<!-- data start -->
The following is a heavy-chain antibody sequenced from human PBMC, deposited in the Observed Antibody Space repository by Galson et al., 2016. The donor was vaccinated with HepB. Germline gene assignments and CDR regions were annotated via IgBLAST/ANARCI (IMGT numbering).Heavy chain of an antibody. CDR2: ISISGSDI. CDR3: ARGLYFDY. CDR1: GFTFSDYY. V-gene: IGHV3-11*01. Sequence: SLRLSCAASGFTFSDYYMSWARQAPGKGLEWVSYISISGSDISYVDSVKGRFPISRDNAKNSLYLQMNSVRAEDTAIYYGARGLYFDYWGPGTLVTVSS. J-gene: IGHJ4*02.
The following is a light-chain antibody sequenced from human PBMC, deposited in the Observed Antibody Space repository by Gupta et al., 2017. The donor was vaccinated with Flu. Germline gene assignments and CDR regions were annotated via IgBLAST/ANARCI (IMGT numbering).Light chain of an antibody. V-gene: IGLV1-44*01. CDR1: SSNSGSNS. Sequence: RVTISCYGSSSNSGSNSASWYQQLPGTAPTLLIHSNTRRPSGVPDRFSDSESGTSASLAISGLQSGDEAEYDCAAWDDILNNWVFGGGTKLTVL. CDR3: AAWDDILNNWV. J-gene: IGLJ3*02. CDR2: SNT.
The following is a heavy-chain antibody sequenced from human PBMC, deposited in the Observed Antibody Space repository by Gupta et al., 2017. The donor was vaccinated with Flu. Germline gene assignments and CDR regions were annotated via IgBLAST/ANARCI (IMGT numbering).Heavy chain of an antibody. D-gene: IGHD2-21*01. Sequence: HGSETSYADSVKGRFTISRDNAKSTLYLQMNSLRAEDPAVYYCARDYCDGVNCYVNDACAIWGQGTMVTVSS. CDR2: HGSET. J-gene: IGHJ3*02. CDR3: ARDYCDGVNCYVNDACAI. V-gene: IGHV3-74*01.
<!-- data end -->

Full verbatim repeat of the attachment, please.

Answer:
The following is a heavy-chain antibody sequenced from human PBMC, deposited in the Observed Antibody Space repository by Galson et al., 2016. The donor was vaccinated with HepB. Germline gene assignments and CDR regions were annotated via IgBLAST/ANARCI (IMGT numbering).Heavy chain of an antibody. CDR2: ISISGSDI. CDR3: ARGLYFDY. CDR1: GFTFSDYY. V-gene: IGHV3-11*01. Sequence: SLRLSCAASGFTFSDYYMSWARQAPGKGLEWVSYISISGSDISYVDSVKGRFPISRDNAKNSLYLQMNSVRAEDTAIYYGARGLYFDYWGPGTLVTVSS. J-gene: IGHJ4*02.
The following is a light-chain antibody sequenced from human PBMC, deposited in the Observed Antibody Space repository by Gupta et al., 2017. The donor was vaccinated with Flu. Germline gene assignments and CDR regions were annotated via IgBLAST/ANARCI (IMGT numbering).Light chain of an antibody. V-gene: IGLV1-44*01. CDR1: SSNSGSNS. Sequence: RVTISCYGSSSNSGSNSASWYQQLPGTAPTLLIHSNTRRPSGVPDRFSDSESGTSASLAISGLQSGDEAEYDCAAWDDILNNWVFGGGTKLTVL. CDR3: AAWDDILNNWV. J-gene: IGLJ3*02. CDR2: SNT.
The following is a heavy-chain antibody sequenced from human PBMC, deposited in the Observed Antibody Space repository by Gupta et al., 2017. The donor was vaccinated with Flu. Germline gene assignments and CDR regions were annotated via IgBLAST/ANARCI (IMGT numbering).Heavy chain of an antibody. D-gene: IGHD2-21*01. Sequence: HGSETSYADSVKGRFTISRDNAKSTLYLQMNSLRAEDPAVYYCARDYCDGVNCYVNDACAIWGQGTMVTVSS. CDR2: HGSET. J-gene: IGHJ3*02. CDR3: ARDYCDGVNCYVNDACAI. V-gene: IGHV3-74*01.